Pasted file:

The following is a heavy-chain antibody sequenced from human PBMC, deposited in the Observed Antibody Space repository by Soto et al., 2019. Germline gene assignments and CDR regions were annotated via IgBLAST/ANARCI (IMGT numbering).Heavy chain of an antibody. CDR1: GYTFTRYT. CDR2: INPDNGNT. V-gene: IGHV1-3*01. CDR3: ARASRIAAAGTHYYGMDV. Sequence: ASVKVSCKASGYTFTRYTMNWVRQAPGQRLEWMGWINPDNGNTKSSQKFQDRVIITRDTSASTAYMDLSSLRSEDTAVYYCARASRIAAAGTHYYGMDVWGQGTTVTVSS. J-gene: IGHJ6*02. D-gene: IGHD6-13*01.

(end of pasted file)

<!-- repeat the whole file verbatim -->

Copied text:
The following is a heavy-chain antibody sequenced from human PBMC, deposited in the Observed Antibody Space repository by Soto et al., 2019. Germline gene assignments and CDR regions were annotated via IgBLAST/ANARCI (IMGT numbering).Heavy chain of an antibody. CDR1: GYTFTRYT. CDR2: INPDNGNT. V-gene: IGHV1-3*01. CDR3: ARASRIAAAGTHYYGMDV. Sequence: ASVKVSCKASGYTFTRYTMNWVRQAPGQRLEWMGWINPDNGNTKSSQKFQDRVIITRDTSASTAYMDLSSLRSEDTAVYYCARASRIAAAGTHYYGMDVWGQGTTVTVSS. J-gene: IGHJ6*02. D-gene: IGHD6-13*01.